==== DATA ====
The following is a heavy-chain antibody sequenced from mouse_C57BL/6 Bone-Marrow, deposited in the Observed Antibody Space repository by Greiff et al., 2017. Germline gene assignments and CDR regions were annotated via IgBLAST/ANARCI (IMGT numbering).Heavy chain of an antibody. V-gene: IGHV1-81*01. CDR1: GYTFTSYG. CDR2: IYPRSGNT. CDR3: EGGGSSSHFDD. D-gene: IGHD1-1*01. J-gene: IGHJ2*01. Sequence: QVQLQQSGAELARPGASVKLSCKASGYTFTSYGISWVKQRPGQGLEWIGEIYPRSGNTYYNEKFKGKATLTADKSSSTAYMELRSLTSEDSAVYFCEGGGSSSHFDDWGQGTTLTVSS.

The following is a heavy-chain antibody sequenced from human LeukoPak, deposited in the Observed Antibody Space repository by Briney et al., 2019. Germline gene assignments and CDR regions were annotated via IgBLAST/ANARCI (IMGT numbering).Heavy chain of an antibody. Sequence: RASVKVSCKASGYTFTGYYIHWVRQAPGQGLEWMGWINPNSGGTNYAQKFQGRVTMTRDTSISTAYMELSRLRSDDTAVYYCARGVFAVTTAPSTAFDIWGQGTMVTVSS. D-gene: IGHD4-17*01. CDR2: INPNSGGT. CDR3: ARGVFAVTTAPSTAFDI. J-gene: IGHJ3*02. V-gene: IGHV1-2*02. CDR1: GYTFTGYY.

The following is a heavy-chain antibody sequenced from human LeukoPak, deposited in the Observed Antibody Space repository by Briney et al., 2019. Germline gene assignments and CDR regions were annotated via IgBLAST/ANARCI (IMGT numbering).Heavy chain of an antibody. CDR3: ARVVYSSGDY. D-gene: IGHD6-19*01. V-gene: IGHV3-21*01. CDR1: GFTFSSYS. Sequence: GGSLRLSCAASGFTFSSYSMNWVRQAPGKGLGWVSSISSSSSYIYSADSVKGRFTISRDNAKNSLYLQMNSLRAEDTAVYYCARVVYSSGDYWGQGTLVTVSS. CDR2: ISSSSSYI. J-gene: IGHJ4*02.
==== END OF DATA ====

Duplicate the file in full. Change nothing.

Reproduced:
The following is a heavy-chain antibody sequenced from mouse_C57BL/6 Bone-Marrow, deposited in the Observed Antibody Space repository by Greiff et al., 2017. Germline gene assignments and CDR regions were annotated via IgBLAST/ANARCI (IMGT numbering).Heavy chain of an antibody. V-gene: IGHV1-81*01. CDR1: GYTFTSYG. CDR2: IYPRSGNT. CDR3: EGGGSSSHFDD. D-gene: IGHD1-1*01. J-gene: IGHJ2*01. Sequence: QVQLQQSGAELARPGASVKLSCKASGYTFTSYGISWVKQRPGQGLEWIGEIYPRSGNTYYNEKFKGKATLTADKSSSTAYMELRSLTSEDSAVYFCEGGGSSSHFDDWGQGTTLTVSS.

The following is a heavy-chain antibody sequenced from human LeukoPak, deposited in the Observed Antibody Space repository by Briney et al., 2019. Germline gene assignments and CDR regions were annotated via IgBLAST/ANARCI (IMGT numbering).Heavy chain of an antibody. Sequence: RASVKVSCKASGYTFTGYYIHWVRQAPGQGLEWMGWINPNSGGTNYAQKFQGRVTMTRDTSISTAYMELSRLRSDDTAVYYCARGVFAVTTAPSTAFDIWGQGTMVTVSS. D-gene: IGHD4-17*01. CDR2: INPNSGGT. CDR3: ARGVFAVTTAPSTAFDI. J-gene: IGHJ3*02. V-gene: IGHV1-2*02. CDR1: GYTFTGYY.

The following is a heavy-chain antibody sequenced from human LeukoPak, deposited in the Observed Antibody Space repository by Briney et al., 2019. Germline gene assignments and CDR regions were annotated via IgBLAST/ANARCI (IMGT numbering).Heavy chain of an antibody. CDR3: ARVVYSSGDY. D-gene: IGHD6-19*01. V-gene: IGHV3-21*01. CDR1: GFTFSSYS. Sequence: GGSLRLSCAASGFTFSSYSMNWVRQAPGKGLGWVSSISSSSSYIYSADSVKGRFTISRDNAKNSLYLQMNSLRAEDTAVYYCARVVYSSGDYWGQGTLVTVSS. CDR2: ISSSSSYI. J-gene: IGHJ4*02.